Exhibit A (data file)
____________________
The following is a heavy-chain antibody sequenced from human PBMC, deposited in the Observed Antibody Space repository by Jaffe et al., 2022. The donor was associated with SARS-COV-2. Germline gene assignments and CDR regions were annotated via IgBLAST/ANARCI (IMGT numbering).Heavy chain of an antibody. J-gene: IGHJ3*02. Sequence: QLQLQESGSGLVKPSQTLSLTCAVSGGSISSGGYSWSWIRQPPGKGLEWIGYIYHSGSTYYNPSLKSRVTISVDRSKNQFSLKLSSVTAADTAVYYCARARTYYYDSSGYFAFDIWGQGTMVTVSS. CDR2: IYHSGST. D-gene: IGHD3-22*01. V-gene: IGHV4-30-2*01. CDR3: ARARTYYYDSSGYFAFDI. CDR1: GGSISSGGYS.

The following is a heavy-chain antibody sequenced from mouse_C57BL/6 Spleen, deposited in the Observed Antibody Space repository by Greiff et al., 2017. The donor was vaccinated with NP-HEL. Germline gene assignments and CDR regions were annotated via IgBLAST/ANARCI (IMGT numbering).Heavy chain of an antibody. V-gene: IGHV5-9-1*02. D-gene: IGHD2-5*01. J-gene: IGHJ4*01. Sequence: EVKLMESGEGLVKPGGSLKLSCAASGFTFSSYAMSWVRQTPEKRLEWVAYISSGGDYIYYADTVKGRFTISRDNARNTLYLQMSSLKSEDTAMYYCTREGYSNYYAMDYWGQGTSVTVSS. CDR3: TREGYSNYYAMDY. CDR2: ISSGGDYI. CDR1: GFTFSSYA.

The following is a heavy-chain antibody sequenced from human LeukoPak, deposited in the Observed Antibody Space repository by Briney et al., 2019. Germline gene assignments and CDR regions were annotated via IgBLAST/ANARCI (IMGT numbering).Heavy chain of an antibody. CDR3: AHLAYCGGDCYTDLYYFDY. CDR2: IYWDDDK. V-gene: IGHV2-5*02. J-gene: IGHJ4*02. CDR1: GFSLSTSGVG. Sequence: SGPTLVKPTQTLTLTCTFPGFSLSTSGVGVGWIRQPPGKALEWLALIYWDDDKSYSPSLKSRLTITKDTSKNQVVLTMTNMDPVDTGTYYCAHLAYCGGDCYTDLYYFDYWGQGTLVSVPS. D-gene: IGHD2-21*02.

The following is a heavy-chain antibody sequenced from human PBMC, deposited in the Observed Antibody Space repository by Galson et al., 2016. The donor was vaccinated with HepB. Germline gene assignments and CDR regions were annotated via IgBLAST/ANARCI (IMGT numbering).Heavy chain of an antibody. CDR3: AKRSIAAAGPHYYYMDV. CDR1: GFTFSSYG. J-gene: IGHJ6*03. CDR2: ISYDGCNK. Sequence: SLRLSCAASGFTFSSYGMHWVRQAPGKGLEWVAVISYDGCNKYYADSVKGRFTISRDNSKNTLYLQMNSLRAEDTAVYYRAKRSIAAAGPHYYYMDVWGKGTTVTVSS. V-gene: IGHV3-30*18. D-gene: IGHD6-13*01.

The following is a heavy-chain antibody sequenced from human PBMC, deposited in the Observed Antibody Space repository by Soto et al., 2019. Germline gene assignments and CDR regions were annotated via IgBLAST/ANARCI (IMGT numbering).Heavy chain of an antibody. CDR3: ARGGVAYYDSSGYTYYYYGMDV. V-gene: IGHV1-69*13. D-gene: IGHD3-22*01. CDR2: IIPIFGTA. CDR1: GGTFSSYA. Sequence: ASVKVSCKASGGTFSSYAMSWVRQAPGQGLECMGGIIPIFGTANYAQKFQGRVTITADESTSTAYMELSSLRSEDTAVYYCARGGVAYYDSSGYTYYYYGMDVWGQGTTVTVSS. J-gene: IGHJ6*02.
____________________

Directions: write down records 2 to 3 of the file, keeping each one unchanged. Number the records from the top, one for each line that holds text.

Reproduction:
The following is a heavy-chain antibody sequenced from mouse_C57BL/6 Spleen, deposited in the Observed Antibody Space repository by Greiff et al., 2017. The donor was vaccinated with NP-HEL. Germline gene assignments and CDR regions were annotated via IgBLAST/ANARCI (IMGT numbering).Heavy chain of an antibody. V-gene: IGHV5-9-1*02. D-gene: IGHD2-5*01. J-gene: IGHJ4*01. Sequence: EVKLMESGEGLVKPGGSLKLSCAASGFTFSSYAMSWVRQTPEKRLEWVAYISSGGDYIYYADTVKGRFTISRDNARNTLYLQMSSLKSEDTAMYYCTREGYSNYYAMDYWGQGTSVTVSS. CDR3: TREGYSNYYAMDY. CDR2: ISSGGDYI. CDR1: GFTFSSYA.

The following is a heavy-chain antibody sequenced from human LeukoPak, deposited in the Observed Antibody Space repository by Briney et al., 2019. Germline gene assignments and CDR regions were annotated via IgBLAST/ANARCI (IMGT numbering).Heavy chain of an antibody. CDR3: AHLAYCGGDCYTDLYYFDY. CDR2: IYWDDDK. V-gene: IGHV2-5*02. J-gene: IGHJ4*02. CDR1: GFSLSTSGVG. Sequence: SGPTLVKPTQTLTLTCTFPGFSLSTSGVGVGWIRQPPGKALEWLALIYWDDDKSYSPSLKSRLTITKDTSKNQVVLTMTNMDPVDTGTYYCAHLAYCGGDCYTDLYYFDYWGQGTLVSVPS. D-gene: IGHD2-21*02.